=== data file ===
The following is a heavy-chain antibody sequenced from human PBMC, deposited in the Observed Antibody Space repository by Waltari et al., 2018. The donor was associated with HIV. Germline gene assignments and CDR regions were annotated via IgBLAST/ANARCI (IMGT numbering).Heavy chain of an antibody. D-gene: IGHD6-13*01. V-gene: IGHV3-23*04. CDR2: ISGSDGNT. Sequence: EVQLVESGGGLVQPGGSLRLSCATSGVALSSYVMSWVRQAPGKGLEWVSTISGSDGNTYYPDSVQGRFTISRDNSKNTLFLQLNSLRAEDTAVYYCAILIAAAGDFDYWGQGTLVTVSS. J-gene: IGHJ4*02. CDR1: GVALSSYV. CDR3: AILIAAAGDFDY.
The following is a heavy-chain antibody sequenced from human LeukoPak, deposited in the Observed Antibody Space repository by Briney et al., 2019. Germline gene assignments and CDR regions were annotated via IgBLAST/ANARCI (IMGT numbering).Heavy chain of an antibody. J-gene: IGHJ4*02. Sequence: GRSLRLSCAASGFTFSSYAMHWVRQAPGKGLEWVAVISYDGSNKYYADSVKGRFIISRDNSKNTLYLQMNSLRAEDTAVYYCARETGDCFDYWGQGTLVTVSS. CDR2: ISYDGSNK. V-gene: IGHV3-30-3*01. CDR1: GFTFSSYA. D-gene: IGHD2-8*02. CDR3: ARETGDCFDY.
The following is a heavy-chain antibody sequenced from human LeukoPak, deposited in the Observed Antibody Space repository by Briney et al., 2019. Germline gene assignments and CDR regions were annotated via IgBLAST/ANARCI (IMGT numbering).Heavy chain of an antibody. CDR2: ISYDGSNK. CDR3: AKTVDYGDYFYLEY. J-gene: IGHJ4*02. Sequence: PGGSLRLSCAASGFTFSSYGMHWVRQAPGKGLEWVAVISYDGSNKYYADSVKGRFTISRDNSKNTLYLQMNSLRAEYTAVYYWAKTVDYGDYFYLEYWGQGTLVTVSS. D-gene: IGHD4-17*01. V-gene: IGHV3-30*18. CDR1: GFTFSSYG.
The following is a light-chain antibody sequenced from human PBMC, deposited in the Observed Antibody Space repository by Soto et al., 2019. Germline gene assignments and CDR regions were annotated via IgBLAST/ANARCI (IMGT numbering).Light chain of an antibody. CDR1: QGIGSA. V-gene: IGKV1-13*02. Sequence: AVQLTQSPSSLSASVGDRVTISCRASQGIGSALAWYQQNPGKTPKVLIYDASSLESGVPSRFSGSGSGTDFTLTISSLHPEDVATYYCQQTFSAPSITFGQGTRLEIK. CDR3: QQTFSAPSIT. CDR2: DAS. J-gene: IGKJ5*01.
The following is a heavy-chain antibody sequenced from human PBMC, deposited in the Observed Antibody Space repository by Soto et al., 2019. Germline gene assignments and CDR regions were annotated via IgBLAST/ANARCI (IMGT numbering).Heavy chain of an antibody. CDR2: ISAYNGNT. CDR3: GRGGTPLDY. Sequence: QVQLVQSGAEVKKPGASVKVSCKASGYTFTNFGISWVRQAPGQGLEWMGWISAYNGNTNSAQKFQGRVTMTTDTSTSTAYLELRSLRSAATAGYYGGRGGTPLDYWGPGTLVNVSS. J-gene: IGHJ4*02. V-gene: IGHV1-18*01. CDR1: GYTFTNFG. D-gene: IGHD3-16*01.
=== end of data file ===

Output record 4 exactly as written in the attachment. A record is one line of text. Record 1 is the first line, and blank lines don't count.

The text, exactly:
The following is a light-chain antibody sequenced from human PBMC, deposited in the Observed Antibody Space repository by Soto et al., 2019. Germline gene assignments and CDR regions were annotated via IgBLAST/ANARCI (IMGT numbering).Light chain of an antibody. CDR1: QGIGSA. V-gene: IGKV1-13*02. Sequence: AVQLTQSPSSLSASVGDRVTISCRASQGIGSALAWYQQNPGKTPKVLIYDASSLESGVPSRFSGSGSGTDFTLTISSLHPEDVATYYCQQTFSAPSITFGQGTRLEIK. CDR3: QQTFSAPSIT. CDR2: DAS. J-gene: IGKJ5*01.